A very common question that Instructional Designers field from clients goes something like this: “The training plan looks great; now how will I be able to evaluate the training effectiveness?”
While this is a perfectly natural question – after all, why else would one buy training – it can be a particularly difficult one to answer.
For a variety of reasons, the ability of training organizations to measure how well employees are “getting” what the training sets out to provide is limited at best. To start with, while clients often want to know how the training is going, they tend to be unwilling to pay for it – post-project assessment line items are often the first to be cut when any training budget is presented.
Even when money does exist for training evaluation surveys and assessments, the realities of training project-timelines often make it impossible to follow one of the established models, anyway.
For instance, the vaunted Kirkpatrick model, which has been the gold standard for evaluating training effectiveness for over fifty years, requires a good deal of time to implement correctly across all four levels – the kind of time that rarely seems to exist in real-world corporate training.
So what does this mean for the lowly Instructional Designer (or his still-lowlier Project Manager) when faced with that scary question about “measuring training effectiveness?” Should we sit the client through a well-worn PowerPoint covering Kirkpatrick’s method, knowing that by the time the project is nearing its completion there will most likely be neither time nor budget for such frivolousness?
Or is this the moment to be a training hero and present an entirely new and radical solution, one that can magically combine the first three (and possibly all four) of Kirkpatrick’s levels into the act of training itself?
We’re talking about gaming, people, and it holds out the promise of obviating the need for almost all direct project assessment. Because when a game is well-designed (as yours surely will be), the learner is effectively assessing himself by his very progress.
To see what I mean, let’s take a look at the four levels of the Kirkpatrick method:
Now think of your favorite video-game. For me, something like Skyrim comes to mind. For those who haven’t played it, it’s a classic role-based video game where the player’s character must overcome a variety of situations by developing a set of skills, and then use those skills (often in novel ways) to advance to a higher level and a new quest. When I first got the game, I happily played it for weeks (to the annoyance of my girlfriend), advancing rapidly in skill-level and completing quest after quest.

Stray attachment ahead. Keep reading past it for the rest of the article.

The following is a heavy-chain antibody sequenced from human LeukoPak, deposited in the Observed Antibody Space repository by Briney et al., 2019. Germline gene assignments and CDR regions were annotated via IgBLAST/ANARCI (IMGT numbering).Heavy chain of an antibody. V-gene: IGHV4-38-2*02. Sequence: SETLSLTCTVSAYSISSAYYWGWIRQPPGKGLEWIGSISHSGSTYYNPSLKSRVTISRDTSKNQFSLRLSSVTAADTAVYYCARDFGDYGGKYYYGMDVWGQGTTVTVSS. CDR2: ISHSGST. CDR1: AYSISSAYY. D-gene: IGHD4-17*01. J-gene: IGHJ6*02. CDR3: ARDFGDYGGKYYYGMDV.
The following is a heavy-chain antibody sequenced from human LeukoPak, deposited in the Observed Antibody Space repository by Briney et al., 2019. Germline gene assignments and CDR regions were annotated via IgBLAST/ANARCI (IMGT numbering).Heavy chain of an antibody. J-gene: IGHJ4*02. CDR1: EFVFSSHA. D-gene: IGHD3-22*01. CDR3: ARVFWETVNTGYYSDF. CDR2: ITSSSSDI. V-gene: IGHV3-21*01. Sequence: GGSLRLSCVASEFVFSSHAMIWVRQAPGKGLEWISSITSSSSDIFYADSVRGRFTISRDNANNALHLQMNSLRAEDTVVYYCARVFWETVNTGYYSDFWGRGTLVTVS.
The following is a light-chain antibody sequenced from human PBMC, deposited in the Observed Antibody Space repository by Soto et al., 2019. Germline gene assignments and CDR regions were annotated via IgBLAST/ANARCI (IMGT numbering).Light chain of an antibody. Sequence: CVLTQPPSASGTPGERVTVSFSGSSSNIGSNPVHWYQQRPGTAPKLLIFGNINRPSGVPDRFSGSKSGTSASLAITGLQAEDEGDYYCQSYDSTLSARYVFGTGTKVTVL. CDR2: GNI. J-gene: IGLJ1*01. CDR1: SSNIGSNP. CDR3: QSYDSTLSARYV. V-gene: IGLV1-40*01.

So did Skyrim-as-training score well on the Kirkpatrick model? Do we need a series of questionnaires, tests, and charts to figure that out? Nope. The answers can all be found in my performance in the game. Level 1 is covered – I wouldn’t have kept playing for weeks and weeks if I didn’t think it was well-designed and engaging. Level 2 is clear, as well – in order to progress in the game (which I genuinely wanted to do), I needed to learn certain skills. On the flip side of that coin, my changed-behavior was clearly demonstrated by my ability to employ my new skills to advance through the quests. So we can check off Level 3, as well.
The Kirkpatrick level that may or may not be measurable simply through playing a game comes at Level 4. In my example, it’s certainly included – the goal of my learning was to “beat” the game, and I was able to accomplish that. In a business situation, it may not be so clear cut (measuring financial performance, for instance, might require careful real-life study). Still three of the four levels covered in the training itself aren’t bad!
While Skyrim is an excellent example of a game that fosters a desire for learning (so effectively, in fact, that a player-run wiki detailing facts, scenarios and strategies for the game has more than 100,000 articles), it is also not something that the average training budget and timeline could produce. Nonetheless, simpler games can also foster intense interest and spark self-directed learning.
An example that comes to mind from my own past is the strategic board game Diplomacy, which was designed by a graduate student at Harvard to mimic the strategic conflicts in Europe at the beginning of the 20th century.
This game requires little more than a map of Europe and some game pieces, but it is instantly engrossing and has inspired thousands of articles on game strategy. Compared to the millions of man-hours (and dollars) that went into making Skyrim, Diplomacy was the work of one guy and some paper, and yet it still succeeded in creating a dedicated group of players who by their very actions prove the effectiveness of the game’s design.
So the next time you’re faced with a need to demonstrate training effectiveness, consider attacking the problem head on with a training game. Not only will you give the learner a welcome break from the usual classroom and web-based training routine, you’ll actually receive clear evidence of how well your training is doing – all without a single test or questionnaire in sight!